So, what’s in a name, Democrat or Republican? Doyle, who calls himself a “liberal Democrat,” says that the two party labels can be useful descriptors before he adds a note of caution.

“I do think those labels can be misleading if voters rely on them entirely,” says Doyle. “You still need to find out what the candidate, individually, stands for.”

Rea agrees, saying that, in local and national elections, she “always votes the person, not the party. My vote is cast for the person who I believe is most capable of leading us where we need to be.”

Doyle says that voting is critical to our system of government and encourages everyone to vote. “We have a system of government which relies, for its success, on the presumption that citizens will participate,” says Doyle. “Someone who doesn’t vote weakens the republic just a tiny bit.”

Since 2000, there have been 15 non-municipal elections held in Jefferson County, split evenly between five primary elections, five general elections and five special elections, according to records compiled by Wendy Evangelisti in the County Clerk’s office of Voter Registration and Elections. Doyle is the only 57th District candidate to have voted in all of them.

Rea also says that voting is very important for her. “My vote is my voice.”

Since the year 2000, Rea has voted in five elections – four general elections (missing the 2006 mid-term general election) and last December’s table games referendum. Rea did not cast a ballot in the November 2009 zoning referendum. According to records, Rea also has not voted in a primary election since moving to Jefferson County in the year 2000. Rea, the only 57th District candidate to have lived within the borders of a municipality since the year 2000, did additionally vote in two of Shepherdstown’s municipal elections in 2000 and 2002 before moving outside town borders.

In an e-mail to the Chronicle, Rea writes that “when I was a younger voter, in Maryland, I invested emotionally in candidates early on, [in the primary] only to have them lose that first race.” Rea says that she discovered that she had a difficult time aligning herself with the remaining candidates because they were not her candidates.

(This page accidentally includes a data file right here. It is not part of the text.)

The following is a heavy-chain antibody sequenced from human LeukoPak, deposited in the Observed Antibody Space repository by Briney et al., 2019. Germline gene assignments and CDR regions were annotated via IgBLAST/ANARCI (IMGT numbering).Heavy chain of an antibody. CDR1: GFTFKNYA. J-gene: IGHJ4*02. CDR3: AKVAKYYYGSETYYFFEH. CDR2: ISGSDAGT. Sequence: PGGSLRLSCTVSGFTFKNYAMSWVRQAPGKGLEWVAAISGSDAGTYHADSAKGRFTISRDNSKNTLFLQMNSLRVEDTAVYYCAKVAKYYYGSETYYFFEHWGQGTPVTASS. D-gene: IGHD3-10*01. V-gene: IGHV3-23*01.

“I felt disenfranchised from the remainder of the election. In reaction to that, I adopted a practice of avoiding that mistake by allowing the other voters to choose the two opponents and then investing in the one I was most aligned with Hence, my general non-participation in primary races,” writes Rea.

Doyle has a different view. For him, the primaries serve an essential function in our two party-system and require the same amount of attention as general elections. “The primary is not just the semifinal for the tournament,” says Doyle. “The choice before the voters in a primary is what candidates has earned the right to carry the standard of our party into the November election.”

Republican Elliot Simon has only voted in five elections since moving to Jefferson County in 2002, split between three general elections in 2002, 2004 and 2008, and last years separate referendums on zoning and table games. Simon declined to identify the candidate he supported for President in 2008, saying only that he did not vote for either major candidate.

Smith’s challenger, Donny Jones, only 19 years old, has voted in the 2008 primary and general elections, but did not vote in either the zoning or table games referendums. He says he voted for the libertarian leaning Representative Ron Paul, R-Texas, in the primary election while supporting Senator John McLain in the general election.